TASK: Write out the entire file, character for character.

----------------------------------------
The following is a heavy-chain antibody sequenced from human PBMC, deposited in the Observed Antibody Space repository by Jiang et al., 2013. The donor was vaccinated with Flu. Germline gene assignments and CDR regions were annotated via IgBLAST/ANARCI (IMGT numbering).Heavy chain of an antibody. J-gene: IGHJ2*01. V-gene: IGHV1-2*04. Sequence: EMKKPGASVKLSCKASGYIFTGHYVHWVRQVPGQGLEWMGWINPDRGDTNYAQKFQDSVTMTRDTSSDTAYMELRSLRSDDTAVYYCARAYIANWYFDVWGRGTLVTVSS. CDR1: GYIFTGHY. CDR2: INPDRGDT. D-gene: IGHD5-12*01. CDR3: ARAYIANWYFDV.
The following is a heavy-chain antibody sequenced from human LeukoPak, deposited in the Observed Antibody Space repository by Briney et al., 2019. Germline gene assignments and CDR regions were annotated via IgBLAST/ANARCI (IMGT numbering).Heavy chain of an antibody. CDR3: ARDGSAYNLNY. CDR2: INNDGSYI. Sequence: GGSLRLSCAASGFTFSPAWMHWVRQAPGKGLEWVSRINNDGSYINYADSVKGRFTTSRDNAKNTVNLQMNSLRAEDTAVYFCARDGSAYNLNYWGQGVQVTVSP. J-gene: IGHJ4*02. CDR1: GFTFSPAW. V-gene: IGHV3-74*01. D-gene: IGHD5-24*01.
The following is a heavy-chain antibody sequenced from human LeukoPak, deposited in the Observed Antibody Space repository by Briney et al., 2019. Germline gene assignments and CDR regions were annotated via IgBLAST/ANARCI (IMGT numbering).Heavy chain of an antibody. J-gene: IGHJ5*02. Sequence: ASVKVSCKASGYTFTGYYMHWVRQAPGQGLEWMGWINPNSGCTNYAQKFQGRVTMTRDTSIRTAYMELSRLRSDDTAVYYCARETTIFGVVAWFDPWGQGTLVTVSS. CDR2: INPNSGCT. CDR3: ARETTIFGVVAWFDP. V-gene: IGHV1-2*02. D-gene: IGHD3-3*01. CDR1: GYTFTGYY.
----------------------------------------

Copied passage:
The following is a heavy-chain antibody sequenced from human PBMC, deposited in the Observed Antibody Space repository by Jiang et al., 2013. The donor was vaccinated with Flu. Germline gene assignments and CDR regions were annotated via IgBLAST/ANARCI (IMGT numbering).Heavy chain of an antibody. J-gene: IGHJ2*01. V-gene: IGHV1-2*04. Sequence: EMKKPGASVKLSCKASGYIFTGHYVHWVRQVPGQGLEWMGWINPDRGDTNYAQKFQDSVTMTRDTSSDTAYMELRSLRSDDTAVYYCARAYIANWYFDVWGRGTLVTVSS. CDR1: GYIFTGHY. CDR2: INPDRGDT. D-gene: IGHD5-12*01. CDR3: ARAYIANWYFDV.
The following is a heavy-chain antibody sequenced from human LeukoPak, deposited in the Observed Antibody Space repository by Briney et al., 2019. Germline gene assignments and CDR regions were annotated via IgBLAST/ANARCI (IMGT numbering).Heavy chain of an antibody. CDR3: ARDGSAYNLNY. CDR2: INNDGSYI. Sequence: GGSLRLSCAASGFTFSPAWMHWVRQAPGKGLEWVSRINNDGSYINYADSVKGRFTTSRDNAKNTVNLQMNSLRAEDTAVYFCARDGSAYNLNYWGQGVQVTVSP. J-gene: IGHJ4*02. CDR1: GFTFSPAW. V-gene: IGHV3-74*01. D-gene: IGHD5-24*01.
The following is a heavy-chain antibody sequenced from human LeukoPak, deposited in the Observed Antibody Space repository by Briney et al., 2019. Germline gene assignments and CDR regions were annotated via IgBLAST/ANARCI (IMGT numbering).Heavy chain of an antibody. J-gene: IGHJ5*02. Sequence: ASVKVSCKASGYTFTGYYMHWVRQAPGQGLEWMGWINPNSGCTNYAQKFQGRVTMTRDTSIRTAYMELSRLRSDDTAVYYCARETTIFGVVAWFDPWGQGTLVTVSS. CDR2: INPNSGCT. CDR3: ARETTIFGVVAWFDP. V-gene: IGHV1-2*02. D-gene: IGHD3-3*01. CDR1: GYTFTGYY.